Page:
Children, parents can breathe easier
October 3, 2012
Pediatric asthma care pathway piloted at Medicine Hat hospital
Story by Jennifer de Vries; Photo by Paul Rotzinger
Julie Noble is now breathing easier – and so are her parents, Curtis and Jennifer.
The Medicine Hat girl is only four years old but, over her lifetime, she has made frequent visits to the Medicine Hat Regional Hospital emergency department (ED) when her asthma worsened.
Now a new Alberta Health Services (AHS) pilot project aims to prevent young asthmatics like Julie from needing emergency care or hospitalization.
That’s welcome news for the Noble family.
“Julie has asthma attacks all the time. When she gets sick, she’s susceptible to pneumonia and other types of viruses,” says Curtis.
“I think it’s very important that the AHS Respiratory Clinical Network is taking these steps. Julie’s condition can deteriorate rapidly. Getting her in the door and assessed right away, and getting her the proper attention she needs, help us circumvent problems that might make her sickness a lot worse.”
Childhood asthma results in almost 8,000 ED visits and 650 hospitalizations every year in Alberta.
“The less time a child has to spend in the emergency department or in a hospital is always easier on children and their families. A plan based on best practice helps us work towards that,” says Dr. David W. Johnson, Asthma Working Group Co-Chair, Section of Pediatric Emergency Medicine, and Professor, Departments of Pediatrics and Pharmacology and Physiology, University of Calgary, Faculty of Medicine.
“This pathway is building upon something similar that has been used successfully in Calgary and, with the lessons learned from this pilot, we hope to share this pathway across Alberta to help children receive the best asthma care possible, no matter where they are.”
The new pathway, developed by the Respiratory Clinical Network, involves several co-ordinated strategies. They include:
- A treatment plan is available to health providers in EDs and inpatient units, so patients can start treatment sooner, and that treatment is based on what has been proven to be most effective.
- Following an ED visit or hospital stay, the child’s family physician is informed about what happened, what treatment was received, what follow-up care is required, and what instructions for managing the condition were passed along to the family.
- Health professionals across the province have access to online learning tools that share best practices for treating childhood asthma.
- Educational materials are shared with families so they can better assist with self-management of this chronic condition. These materials include information on when and how to use inhalers, and where timely help is available if the asthma worsens but doesn’t require emergency care.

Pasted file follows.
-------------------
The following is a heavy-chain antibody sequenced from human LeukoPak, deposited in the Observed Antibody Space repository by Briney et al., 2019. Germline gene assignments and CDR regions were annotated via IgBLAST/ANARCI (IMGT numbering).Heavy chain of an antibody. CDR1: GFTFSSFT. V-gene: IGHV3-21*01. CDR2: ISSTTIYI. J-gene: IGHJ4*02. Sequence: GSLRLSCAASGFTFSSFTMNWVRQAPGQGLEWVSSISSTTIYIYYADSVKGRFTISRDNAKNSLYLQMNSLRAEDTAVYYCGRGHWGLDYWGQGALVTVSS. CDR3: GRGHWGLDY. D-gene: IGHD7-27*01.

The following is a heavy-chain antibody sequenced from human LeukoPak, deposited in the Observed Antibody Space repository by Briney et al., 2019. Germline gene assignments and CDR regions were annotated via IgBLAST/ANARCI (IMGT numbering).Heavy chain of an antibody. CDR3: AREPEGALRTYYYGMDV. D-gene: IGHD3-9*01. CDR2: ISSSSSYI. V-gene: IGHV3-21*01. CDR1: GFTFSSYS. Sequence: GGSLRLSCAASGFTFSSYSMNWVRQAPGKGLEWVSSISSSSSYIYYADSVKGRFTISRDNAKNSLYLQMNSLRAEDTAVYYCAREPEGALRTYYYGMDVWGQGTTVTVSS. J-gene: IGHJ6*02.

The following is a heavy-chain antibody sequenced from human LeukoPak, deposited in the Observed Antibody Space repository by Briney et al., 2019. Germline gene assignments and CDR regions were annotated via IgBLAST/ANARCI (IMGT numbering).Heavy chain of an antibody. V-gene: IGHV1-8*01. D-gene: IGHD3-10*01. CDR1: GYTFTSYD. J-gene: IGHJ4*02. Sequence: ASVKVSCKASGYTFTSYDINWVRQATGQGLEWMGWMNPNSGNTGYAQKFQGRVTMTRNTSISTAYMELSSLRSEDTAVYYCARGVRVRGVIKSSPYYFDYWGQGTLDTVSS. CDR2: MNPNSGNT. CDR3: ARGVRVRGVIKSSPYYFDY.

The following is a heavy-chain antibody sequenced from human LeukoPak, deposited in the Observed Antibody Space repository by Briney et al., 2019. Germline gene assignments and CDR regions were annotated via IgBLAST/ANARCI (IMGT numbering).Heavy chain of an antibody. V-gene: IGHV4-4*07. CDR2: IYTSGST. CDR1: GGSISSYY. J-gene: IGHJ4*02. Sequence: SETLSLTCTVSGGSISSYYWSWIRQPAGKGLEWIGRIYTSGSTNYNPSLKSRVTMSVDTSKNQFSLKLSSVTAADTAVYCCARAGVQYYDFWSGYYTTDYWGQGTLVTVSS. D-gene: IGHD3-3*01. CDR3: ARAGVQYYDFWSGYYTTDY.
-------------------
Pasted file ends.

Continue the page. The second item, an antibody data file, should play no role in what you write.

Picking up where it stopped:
“The goal with better management of childhood asthma is to help children increase their physical activity, decrease the presence of other related health concerns and decrease missed time from work and school,” says Johnson.
Asthma is a chronic inflammatory disease of the airways that can cause any or all of the following symptoms: shortness of breath, tightness in the chest, coughing and or wheezing. It’s the most common chronic disease among children, with one in seven children being diagnosed with asthma.
Symptoms families should look for when deciding to take their child to an emergency department for asthma include:
- Reliever medicine does not seem to be helping the child breathe better.
- Breathing hard and fast.
- Can’t walk or talk well, or it’s difficult to lie down and sleep.
- Lips or nails are turning a blue colour.
The Respiratory Clinical Network is a part of AHS’ Strategic Clinical Network (SCN) initiative to reshape health care in different areas of health that will enhance the patient journey, improve outcomes and standardize care delivery across the province. Each network is comprised of health care professionals, researchers, community leaders, patients and policy-makers.
The childhood asthma pathway is one tangible example of this work. SCNs are also working to improve and standardize care delivery in other AHS priority areas: addiction and mental health; cancer care; seniors health; obesity, diabetes and nutrition; cardiovascular health and stroke; and bone and joint health.
To learn more about Strategic Clinical networks visit: http://www.albertahealthservices.ca/6047.asp